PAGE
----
Barely spring — but hurry, permits for fall peeping in wilderness available May 1 |

Barely spring — but hurry, permits for fall peeping in wilderness available May 1

Fall colors in full display in the Roaring Fork Valley.
Julie Bielenberg/Aspen Times

The snow isn’t even off the trees. There are no buds or even sign of bloom in the high country, but that doesn’t impact human computations and planning. 

Monday, May 1, offers a slight window for one of the most exclusive color-changing, leaf-peeping shows in America, and the urgency is to book now if you want to spend the nights under the simmering leaves and stars of the White River National Forest — some of the most sought after and majestic times in the nation for groves of aspen. 

Aspen trees are influenced by sunlight and moisture. This makes each year a fiesta of colors — red, orange, yellow, and even hues of purple. One year to the next can be indiscriminately different and with no exact replication ever.

The most-visited areas of the Maroon Bells-Snowmass Wilderness requires an overnight permit year-round, with an associated recreation permit fee required May 1 through Oct. 31. However, these permits are released in phases. And May 1 is the limited window for fall foliage fans in September and October.

Recreation in the Maroon Bells-Snowmass Wilderness has exploded over the past decade, with a quadrupling of overnight use since 2006. This has led to significant management challenges with overcrowding, large amounts of trash and human waste, user conflicts, and large-scale environmental damage such as campsite soil and vegetation compaction, trail erosion, and loss of vegetation, according to the U.S. Forest Service.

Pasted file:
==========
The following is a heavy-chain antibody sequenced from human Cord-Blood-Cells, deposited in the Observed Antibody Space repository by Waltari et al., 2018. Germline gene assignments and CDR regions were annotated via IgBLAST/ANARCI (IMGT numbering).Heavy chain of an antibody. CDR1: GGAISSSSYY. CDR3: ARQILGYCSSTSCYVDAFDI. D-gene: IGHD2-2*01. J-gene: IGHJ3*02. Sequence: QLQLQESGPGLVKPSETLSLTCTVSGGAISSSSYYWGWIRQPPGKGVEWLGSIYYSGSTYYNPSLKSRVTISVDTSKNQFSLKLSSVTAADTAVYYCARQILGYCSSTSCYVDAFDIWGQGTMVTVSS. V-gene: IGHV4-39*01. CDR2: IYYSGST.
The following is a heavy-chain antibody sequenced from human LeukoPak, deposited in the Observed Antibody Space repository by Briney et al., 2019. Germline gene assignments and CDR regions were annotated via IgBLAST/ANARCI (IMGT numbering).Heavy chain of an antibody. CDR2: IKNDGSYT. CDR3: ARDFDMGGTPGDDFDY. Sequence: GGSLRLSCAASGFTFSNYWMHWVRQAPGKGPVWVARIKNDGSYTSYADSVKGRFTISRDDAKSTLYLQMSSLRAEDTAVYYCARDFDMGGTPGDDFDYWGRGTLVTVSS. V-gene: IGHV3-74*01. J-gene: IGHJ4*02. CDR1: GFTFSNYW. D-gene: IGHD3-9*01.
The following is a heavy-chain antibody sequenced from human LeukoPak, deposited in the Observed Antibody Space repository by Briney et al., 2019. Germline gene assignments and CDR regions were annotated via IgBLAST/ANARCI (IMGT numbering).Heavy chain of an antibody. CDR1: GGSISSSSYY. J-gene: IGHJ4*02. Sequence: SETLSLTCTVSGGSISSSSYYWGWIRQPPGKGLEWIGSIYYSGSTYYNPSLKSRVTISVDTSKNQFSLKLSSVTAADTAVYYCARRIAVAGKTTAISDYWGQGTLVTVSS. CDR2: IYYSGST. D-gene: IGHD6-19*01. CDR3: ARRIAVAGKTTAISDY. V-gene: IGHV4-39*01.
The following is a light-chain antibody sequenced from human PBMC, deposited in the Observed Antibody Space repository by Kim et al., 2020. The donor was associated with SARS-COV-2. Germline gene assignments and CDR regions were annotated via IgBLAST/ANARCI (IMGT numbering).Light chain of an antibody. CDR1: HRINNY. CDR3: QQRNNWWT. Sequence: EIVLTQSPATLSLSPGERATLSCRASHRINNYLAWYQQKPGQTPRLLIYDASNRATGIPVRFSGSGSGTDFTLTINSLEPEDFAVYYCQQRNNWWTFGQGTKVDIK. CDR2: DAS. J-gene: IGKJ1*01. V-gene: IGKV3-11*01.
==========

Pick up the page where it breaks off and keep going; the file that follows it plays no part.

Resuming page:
This overnight permit and fee program is critical to providing the resources needed to effectively manage, restore, and protect cherished land, albeit a heavily used and impacted area, USFS officials said.

Who’s ready to jump into a colorful bunch of leaves?
Julie Bielenberg / Aspen Times

Only the most heavily-used areas will require the overnight permit and fee, including Conundrum Hot Springs, the Four Pass Loop (which includes Crater Lake and Snowmass Lake), Geneva Lake, and Capitol Lake. Together, these areas make up about 28% of the Maroon Bells-Snowmass Wilderness.

A $10 per-night, per-person fee will be required for these areas from May 1 through Oct. 31. No fee will be required for children 16 and younger or for approved school groups. A $6 processing fee per permit will be charged by

Revenues generated by the fee program will provide a sustainable source of revenue for restoring heavily damaged areas, increasing ranger presence, public education, and improving trails.

Aspen in mid-October 2022, as seen from Aspen Mountain, remains in peak fall form, an unusually late run for the fall leaves.
Austin Colbert/The Aspen Times

USFS adjusted its original fee proposal following a public comment period in summer 2021, in which the agency heard widespread support for protecting this wilderness but mixed views about the fee itself. 

The permit and fee program are specifically for overnight camping in certain areas of the Maroon Bells-Snowmass Wilderness and does not impact the Maroon Bells Scenic Area.

The 181,535-acre Maroon Bells-Snowmass Wilderness is an internationally-known destination for wilderness recreation. It’s jointly managed by the White River, Grand Mesa, Uncompahgre, and Gunnison national forests. There are 26 trailheads that access a trail network of 173 miles.

Fall foliage revealed on Independence Pass.
Aspen Times File photo

Maroon Bells reservations are released on a rolling basis:

  • March 1: Reservations for May and June available at 10 a.m.
  • April 1: Reservations for July and August available at 10 a.m.
  • May 1: Reservations for September and October available at 10 a.m.

Here are the links to get reservations and for more information: